On January the 20th, I was invited to participate on a panel called “How can women transform the food industry for women?” during the International Forum. This forum was organized by CECI and WUSC-EUMC, the two organizations with which I was able to go to Peru in July 2016. In the weeks previous to this forum, I dug deeper into the topic of women’s conditions in cacao and chocolate production. There are many inequalities, but things are changing little by little, and numerous initiatives appeared in the last few years to help women and add value to their work.
According to statistics from the World Cocoa Foundation, in agriculture in general, « Women perform 66 % of the world’s work, produce 50% of the food, but only manage 10% of the income and only own 1% of the property » (World Cocoa Foundation). The situation is similar in cacao production. In West Africa, between 15% and 25% of women working in a cacao field own the land (UTZ Certified and Solidaridad, 2009). The others are spouses of cacao farmers, family members or employees. Access to land is one of the major barriers for female producers, and other obstacles result from it: access to cooperatives, credit, training and market (1).
Oftentimes, the work of those women is less recognized, and they get lower salaries than men. However, they participate in 50% of the tasks related to the cultivation of cacao, and as much as 70% in some countries like in Ghana (Andoh, 2017). Also, most of the time, the tasks they complete are essential to the quality of the cacao beans. They are the ones taking care of the young cacao trees in the nursery, or in charge of the post-harvest processes: fermentation, drying, sorting of the bean (The Gender and Cocoa Livelihoods Toolbox). These steps are crucial to getting a high quality cacao. That’s indeed what I observed during my trip to Madagascar in the Fall of 2016.
The situation of the female bean-to-bar (b2b) chocolate makers is different. Since I started in the industry in 2008, the number of female b2b makers has largely increased. In Canada only, there are about thirty b2b makers right now and more than half of them are run by women alone or couples where the woman has a very influential role in the production. The weight of the cacao bags or the very mechanical and technical side of the production don’t seem to stop them (2).
Most of the female b2b makers I talked to told me that their biggest challenge as women was to get cacao beans directly from farmers. Unfortunately, some of them are not taken seriously when they do business with male producers, wether they are based in Canada, in the USA or in a cacao producing country (3). Several of them would like to work with female cacao producers, but they don’t always know how to reach them or the cooperatives in which they are members.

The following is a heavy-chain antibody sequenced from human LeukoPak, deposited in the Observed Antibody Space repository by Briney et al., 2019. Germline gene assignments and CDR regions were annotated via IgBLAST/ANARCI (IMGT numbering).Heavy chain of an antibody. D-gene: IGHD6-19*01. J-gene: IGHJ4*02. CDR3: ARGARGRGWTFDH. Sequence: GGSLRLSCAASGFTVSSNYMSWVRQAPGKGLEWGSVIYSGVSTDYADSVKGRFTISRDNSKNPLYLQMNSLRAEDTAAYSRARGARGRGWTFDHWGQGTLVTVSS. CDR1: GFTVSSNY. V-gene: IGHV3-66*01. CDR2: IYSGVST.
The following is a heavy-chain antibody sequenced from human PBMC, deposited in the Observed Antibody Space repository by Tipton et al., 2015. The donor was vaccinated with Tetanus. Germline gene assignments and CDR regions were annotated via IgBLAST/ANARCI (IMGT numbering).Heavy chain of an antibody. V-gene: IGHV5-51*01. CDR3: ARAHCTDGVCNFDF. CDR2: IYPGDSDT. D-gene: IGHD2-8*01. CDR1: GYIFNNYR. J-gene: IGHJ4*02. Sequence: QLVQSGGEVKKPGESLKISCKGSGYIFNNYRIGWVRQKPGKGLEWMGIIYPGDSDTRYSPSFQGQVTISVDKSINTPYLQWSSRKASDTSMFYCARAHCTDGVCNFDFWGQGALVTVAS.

One of the solutions is to help women from all spheres of the chocolate industry connect by giving them the possibility to meet and forge links. Since May 2016, those connections are possible thanks to the Women in Cocoa and Chocolate Network (WINCC). Helping women to create relationships between those who cultivate cacao, transform it, sell the final products and those who offer education is very important. And I think it’s the key for things to continue improving.
However, positives initiatives are plentiful and we should talk more about them. In many cacao producing countries, women cooperatives or cooperatives run by women are put in place. I’m thinking, among others, about the Cooperative des femmes entrepreneurs de Côte d’Ivoire (COFENCI) or Kuapa Kokoo in Ghana. More than a third of the members of this cooperative are women, and they are represented on all the committees. In Peru, the Cooperativa Agraria Cafetalera Pangoa, that cultivates coffee and cacao, has a women as general manager, Esperanza Dionisio Castillo, and she is respected by all.
Those are only some examples of positive initiatives by and for women in the cacao and chocolate industry. Women in cacao producing countries have more and more opportunities to cultivate and sell their cacao, but they need to have access to market. A well, more and more b2b female chocolate makers are seeking the female producers because they would like to work with them. Not only because they are women, but also because of their high quality cacao!
1. For further details on the barriers women face in the production of cacao, read the thorough report from UTZ Certified and Solidaridad (2009).
2. However, some select their machines accordingly, buying those that are lighter or easier to move. (Palette de Bine, personal communication).
3. Personal communication with Q’UMA Chocolate, QANTU, Palette de Bine.
Andoh, D. (January 12th 2107). « Female cocoa farmer groups receive support to improve yields », Graphic Online. En ligne: http://www.graphic.com.gh/news/general-news/female-cocoa-farmer-groups-receive-support-to-improve-yields.html.
Barrientos, S. (2013). « Gender production networks: Sustaining cocoa-chocolate sourcing in Ghana and India », Brooks World Poverty Institute (no. 186). Manchester.
Barometer Consortium (2015). Cocoa Barometer 2015. Online: http://www.cocoabarometer.org/Home.html
International Food Policy Research Institute. (2002). Empowering Women and Fighting Poverty: Cocoa and Land Rights in
West Africa: International Food and Policy Research Institute; Dalberg analysis.
The Gender and Cocoa Livelihoods Toolbox, http://genderandcocoalivelihoods.org/
UTZ Certified and Solidaridad. (2009). The role of certification and producer support in promoting gender equality in cocoa production. Online: https://utzcertified.org/attachments/article/92/CocoaGenderUTZSolidaridad_2009.pdf.
World Cocoa Foundation. Online: http://www.worldcocoafoundation.org/wp-content/uploads/files_mf/womenincocoafarming_presentations.pdf